Something Different For Your Garden – Luffa Sponge Plants
Growing Luffa Sponges
Many people have a luffa sponge in their bathroom, but did you know that they grow in a garden and not the ocean?
The luffa is part of the gourd family and is grown in the garden on vines that can grow up to thirty meters long.
To try something a little different this year in the garden, we are taking on the challenge of growing these fun vegetables.
You might be asking the question, “Isn’t it a little early to talking about gardening?” and while the answer is always “No”, this year it will be especially important to plan your gardens early as seed companies have been experiencing high demand and shipping times may be longer than usual. Our seeds ordered at the end of January took until March to arrive.
To grow luffas in our climate some planning is required…and it’s important to be okay if things don’t go exactly as planned…after all gardening is about trying new things and learning from your mistakes. Here’s what we are doing to get our luffas off to a good start.
The first step is to start the luffa seeds early. Luffas require a long growing season, so it is important to start them as early as possible. In our climate that means starting the seeds indoors at least 8 weeks before the last frost date. For Calgary, the last frost date is typically mid to late May.
Luffa seeds like to be spoiled before they germinate. Soaking the luffa seeds for 24 hours before planting will help encourage them to get going. A seed heating mat will also increase the chances of the luffa seeds sprouting.
Luffa seedlings are very tender and care needs to be taken when transplanting them into the garden. Biodegradable pots will help ensure you don’t upset the luffa’s tender roots and protect them from transplant shock. While commercially available biodegradable pots are available, for our luffa seedlings we are going to use homemade pots made using a bottle and some newspaper. Newspaper will break down much faster in the garden soil making it easy to transplant the entire pot into the ground without upsetting the roots.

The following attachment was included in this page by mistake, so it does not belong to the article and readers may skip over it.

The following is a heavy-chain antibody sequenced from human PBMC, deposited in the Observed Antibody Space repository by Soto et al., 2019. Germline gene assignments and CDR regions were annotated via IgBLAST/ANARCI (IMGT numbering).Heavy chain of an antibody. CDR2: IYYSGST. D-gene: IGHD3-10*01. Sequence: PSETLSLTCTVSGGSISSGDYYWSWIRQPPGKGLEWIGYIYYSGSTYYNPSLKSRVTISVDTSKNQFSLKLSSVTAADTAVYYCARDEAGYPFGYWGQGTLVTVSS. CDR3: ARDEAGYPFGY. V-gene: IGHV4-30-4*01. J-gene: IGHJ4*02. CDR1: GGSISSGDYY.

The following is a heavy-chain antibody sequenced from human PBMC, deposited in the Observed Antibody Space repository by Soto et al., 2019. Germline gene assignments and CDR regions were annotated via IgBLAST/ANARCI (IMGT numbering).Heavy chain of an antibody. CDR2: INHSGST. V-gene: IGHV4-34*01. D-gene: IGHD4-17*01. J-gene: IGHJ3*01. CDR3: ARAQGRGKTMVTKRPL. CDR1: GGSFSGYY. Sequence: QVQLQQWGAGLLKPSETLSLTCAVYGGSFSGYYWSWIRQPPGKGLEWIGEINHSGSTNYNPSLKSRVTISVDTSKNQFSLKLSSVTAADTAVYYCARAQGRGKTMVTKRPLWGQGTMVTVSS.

Some plants are okay with a brief hardening off period, but luffas will require a proper hardening period once the air has warmed up. A week of moving the luffa seedlings outside for brief exposure while they become adapted to the natural elements will allow the seedlings to embrace the sunshine and wind without a major shock.
A location that receives a lot of sunshine will be needed for the luffa plants to grow. To give our luffas the best chance possible we have chosen a south facing wall made of brick. The wall will provide great support for the large plants and the brick will absorb extra warmth to keep our luffas warm in the evening.
Once mid-August arrives, pinch off any new flowers that form to allow all the luffa’s energy to be directed to the fruit that is already growing. The fruits will need all the extra energy they can get to grow large enough in our short growing season.
Keeping the luffas well hydrated throughout the summer is very important. They will also need a feeding with a good quality organic fertilizer once a month during the growing season.
Let the luffa fruit stay on the vine as long as possible to mature and remove them before the first hard frost. In warmer cities the luffa would have enough time to dry out completely on the vine and turn brown, but in Calgary they will likely be removed before this while still green.
Stay tuned for updates on our Luffa Sponge growing adventures.